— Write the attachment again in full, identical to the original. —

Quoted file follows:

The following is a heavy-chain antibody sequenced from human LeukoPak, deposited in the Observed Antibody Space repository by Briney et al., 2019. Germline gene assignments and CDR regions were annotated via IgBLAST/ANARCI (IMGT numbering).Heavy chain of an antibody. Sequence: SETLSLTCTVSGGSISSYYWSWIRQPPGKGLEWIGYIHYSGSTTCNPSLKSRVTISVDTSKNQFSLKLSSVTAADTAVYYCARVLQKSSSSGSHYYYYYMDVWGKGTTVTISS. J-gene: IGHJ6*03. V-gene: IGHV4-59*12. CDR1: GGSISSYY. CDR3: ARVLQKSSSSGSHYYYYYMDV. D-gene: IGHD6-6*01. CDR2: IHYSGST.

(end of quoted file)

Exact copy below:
The following is a heavy-chain antibody sequenced from human LeukoPak, deposited in the Observed Antibody Space repository by Briney et al., 2019. Germline gene assignments and CDR regions were annotated via IgBLAST/ANARCI (IMGT numbering).Heavy chain of an antibody. Sequence: SETLSLTCTVSGGSISSYYWSWIRQPPGKGLEWIGYIHYSGSTTCNPSLKSRVTISVDTSKNQFSLKLSSVTAADTAVYYCARVLQKSSSSGSHYYYYYMDVWGKGTTVTISS. J-gene: IGHJ6*03. V-gene: IGHV4-59*12. CDR1: GGSISSYY. CDR3: ARVLQKSSSSGSHYYYYYMDV. D-gene: IGHD6-6*01. CDR2: IHYSGST.